At the end of the day, it seems quite clear that 2020 will not be “business as usual” in Sacramento, and the odds of a truncated session obviously increase the longer the session is in recess. Members are quietly being told to reduce their bill packages by perhaps 75-80%, taking the total from around 3000 bills to potentially 600-700. The best guess is that only bills dealing with COVID, other urgent matters, expiring sunset dates, and perhaps truly noncontroversial items will be considered, with everything else put off until next year. It will be interesting to see how if bills dealing with AB 5/Dynamex will be considered; these issues are very controversial and both sides of the independent contractor fights are arguing that COVID proves the validity of their positions.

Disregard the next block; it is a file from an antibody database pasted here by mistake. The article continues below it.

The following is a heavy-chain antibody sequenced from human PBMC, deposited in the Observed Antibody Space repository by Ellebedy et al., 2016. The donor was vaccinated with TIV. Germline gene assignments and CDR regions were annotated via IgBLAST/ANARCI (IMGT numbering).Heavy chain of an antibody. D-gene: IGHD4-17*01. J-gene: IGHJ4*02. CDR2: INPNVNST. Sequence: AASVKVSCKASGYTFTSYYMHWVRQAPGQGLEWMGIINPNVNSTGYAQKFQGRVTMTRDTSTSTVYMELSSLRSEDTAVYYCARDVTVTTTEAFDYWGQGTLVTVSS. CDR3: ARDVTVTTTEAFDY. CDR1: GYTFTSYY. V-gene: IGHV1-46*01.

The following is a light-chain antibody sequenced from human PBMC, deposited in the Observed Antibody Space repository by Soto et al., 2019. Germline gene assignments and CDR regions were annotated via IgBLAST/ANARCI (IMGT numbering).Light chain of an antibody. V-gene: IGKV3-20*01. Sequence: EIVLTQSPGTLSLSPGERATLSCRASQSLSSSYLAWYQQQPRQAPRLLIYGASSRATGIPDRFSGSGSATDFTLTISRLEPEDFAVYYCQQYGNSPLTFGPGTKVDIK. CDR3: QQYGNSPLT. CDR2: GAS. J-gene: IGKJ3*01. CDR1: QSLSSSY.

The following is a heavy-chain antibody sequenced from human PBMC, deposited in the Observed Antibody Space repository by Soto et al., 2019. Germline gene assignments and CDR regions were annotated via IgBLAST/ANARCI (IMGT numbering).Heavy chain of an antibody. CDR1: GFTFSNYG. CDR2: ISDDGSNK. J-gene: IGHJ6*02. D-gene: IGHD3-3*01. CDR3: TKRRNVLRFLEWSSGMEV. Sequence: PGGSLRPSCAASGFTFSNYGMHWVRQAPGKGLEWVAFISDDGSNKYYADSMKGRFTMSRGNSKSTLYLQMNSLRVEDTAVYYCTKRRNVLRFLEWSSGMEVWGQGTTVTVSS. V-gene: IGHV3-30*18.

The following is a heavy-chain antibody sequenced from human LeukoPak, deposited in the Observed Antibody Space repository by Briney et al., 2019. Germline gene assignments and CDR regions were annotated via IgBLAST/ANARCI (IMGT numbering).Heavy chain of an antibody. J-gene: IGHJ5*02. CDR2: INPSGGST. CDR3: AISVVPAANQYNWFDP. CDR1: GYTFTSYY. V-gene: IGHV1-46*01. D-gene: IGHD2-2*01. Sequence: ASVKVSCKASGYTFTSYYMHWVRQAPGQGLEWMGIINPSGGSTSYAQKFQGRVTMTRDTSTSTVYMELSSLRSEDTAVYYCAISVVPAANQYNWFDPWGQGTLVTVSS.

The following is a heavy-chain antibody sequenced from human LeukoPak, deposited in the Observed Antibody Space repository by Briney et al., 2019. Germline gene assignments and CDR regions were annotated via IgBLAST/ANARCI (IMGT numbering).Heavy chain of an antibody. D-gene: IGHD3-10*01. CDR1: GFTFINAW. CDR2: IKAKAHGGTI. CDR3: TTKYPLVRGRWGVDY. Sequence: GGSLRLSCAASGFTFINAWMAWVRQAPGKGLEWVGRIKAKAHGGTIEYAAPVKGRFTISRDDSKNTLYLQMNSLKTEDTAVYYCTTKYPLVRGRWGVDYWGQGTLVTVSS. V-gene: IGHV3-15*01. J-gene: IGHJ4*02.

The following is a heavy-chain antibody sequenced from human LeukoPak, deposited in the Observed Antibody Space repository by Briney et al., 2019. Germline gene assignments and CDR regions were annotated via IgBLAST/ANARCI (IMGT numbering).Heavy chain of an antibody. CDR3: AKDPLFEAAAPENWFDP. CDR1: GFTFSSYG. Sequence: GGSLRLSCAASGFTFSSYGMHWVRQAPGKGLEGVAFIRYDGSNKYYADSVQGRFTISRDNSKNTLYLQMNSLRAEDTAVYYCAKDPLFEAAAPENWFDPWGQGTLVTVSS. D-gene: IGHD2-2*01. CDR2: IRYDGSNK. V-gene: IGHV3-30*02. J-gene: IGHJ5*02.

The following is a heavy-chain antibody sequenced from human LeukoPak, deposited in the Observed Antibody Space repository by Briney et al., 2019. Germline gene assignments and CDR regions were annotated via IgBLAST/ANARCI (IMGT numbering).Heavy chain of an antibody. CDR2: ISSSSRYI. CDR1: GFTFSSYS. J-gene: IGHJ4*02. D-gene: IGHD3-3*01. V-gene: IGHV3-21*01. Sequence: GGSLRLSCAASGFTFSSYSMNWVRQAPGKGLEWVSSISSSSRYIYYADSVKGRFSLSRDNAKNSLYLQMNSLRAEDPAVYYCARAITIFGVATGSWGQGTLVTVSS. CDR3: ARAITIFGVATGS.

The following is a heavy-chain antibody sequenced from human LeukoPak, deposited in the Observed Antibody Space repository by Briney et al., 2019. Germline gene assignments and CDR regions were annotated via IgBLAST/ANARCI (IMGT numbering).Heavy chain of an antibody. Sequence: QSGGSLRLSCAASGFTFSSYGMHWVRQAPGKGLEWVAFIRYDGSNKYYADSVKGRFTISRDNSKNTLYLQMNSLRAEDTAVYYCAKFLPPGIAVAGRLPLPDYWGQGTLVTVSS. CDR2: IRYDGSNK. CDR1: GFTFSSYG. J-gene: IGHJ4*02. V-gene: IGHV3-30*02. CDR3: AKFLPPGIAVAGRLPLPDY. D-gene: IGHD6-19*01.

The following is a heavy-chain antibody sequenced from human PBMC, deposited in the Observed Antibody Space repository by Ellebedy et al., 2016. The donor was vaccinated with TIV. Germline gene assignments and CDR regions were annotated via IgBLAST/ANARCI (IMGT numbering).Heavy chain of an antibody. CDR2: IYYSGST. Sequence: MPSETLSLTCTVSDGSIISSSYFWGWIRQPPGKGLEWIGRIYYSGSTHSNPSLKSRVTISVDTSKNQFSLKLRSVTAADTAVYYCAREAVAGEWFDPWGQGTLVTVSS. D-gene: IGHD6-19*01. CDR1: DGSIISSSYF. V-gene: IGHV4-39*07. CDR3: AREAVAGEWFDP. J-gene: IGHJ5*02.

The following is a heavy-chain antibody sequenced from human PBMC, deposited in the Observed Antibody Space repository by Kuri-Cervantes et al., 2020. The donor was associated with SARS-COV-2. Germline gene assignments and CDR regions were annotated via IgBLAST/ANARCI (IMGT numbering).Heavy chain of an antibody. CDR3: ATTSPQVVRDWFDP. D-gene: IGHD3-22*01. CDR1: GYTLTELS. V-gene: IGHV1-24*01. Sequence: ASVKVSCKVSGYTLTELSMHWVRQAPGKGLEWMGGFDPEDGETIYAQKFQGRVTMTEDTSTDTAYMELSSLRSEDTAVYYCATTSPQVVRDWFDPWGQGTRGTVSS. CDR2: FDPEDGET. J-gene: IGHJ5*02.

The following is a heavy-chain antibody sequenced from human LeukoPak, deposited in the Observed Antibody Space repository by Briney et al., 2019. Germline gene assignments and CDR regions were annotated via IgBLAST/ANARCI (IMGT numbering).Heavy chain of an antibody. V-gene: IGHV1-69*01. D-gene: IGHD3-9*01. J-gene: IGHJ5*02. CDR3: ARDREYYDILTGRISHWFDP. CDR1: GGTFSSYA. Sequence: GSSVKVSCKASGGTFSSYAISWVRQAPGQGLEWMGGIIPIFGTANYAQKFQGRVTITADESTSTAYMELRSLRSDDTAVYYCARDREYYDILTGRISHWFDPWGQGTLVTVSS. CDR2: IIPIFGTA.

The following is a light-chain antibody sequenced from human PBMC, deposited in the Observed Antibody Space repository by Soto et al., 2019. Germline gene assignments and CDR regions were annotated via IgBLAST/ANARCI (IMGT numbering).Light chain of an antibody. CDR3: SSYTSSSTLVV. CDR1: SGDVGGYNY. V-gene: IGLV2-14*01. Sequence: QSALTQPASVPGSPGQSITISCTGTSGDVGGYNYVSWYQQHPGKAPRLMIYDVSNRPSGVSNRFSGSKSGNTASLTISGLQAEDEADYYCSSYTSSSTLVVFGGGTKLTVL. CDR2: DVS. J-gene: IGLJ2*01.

Budget: There really are only two deadlines on the legislature imposed by the state constitution: adopting a balanced budget by June 15, and adjourning the two-year session by midnight, August 31 of even-numbered years. Every other deadline on the legislature is self-imposed, and may be modified or waived by the Senate and Assembly. Adoption of a state budget for fiscal year 2020-2021 is going to be particularly daunting this year. The Governor has indicated already that the proposed budget he released in January, which was very ambitious, is now “inoperable.” Typically the Governor releases a “May Revise” to the January document to reflect tax receipts from April. With the tax filing deadline extended to July 15, however, the state will not have accurate revenue information until a month after the June 15 deadline. What has been clear in Sacramento was acknowledged recently by the Assembly Budget Committee: the legislature will have to adopt some form of pro-forma budget in June based upon this year’s spending plan, and then adjust in August when revenue figures are in. And because state revenue tends to lag the economy, and because California is dangerously dependent upon capital gains taxes, it will put enormous pressure on not just the 2020-2021 budge, but at least the next one as well.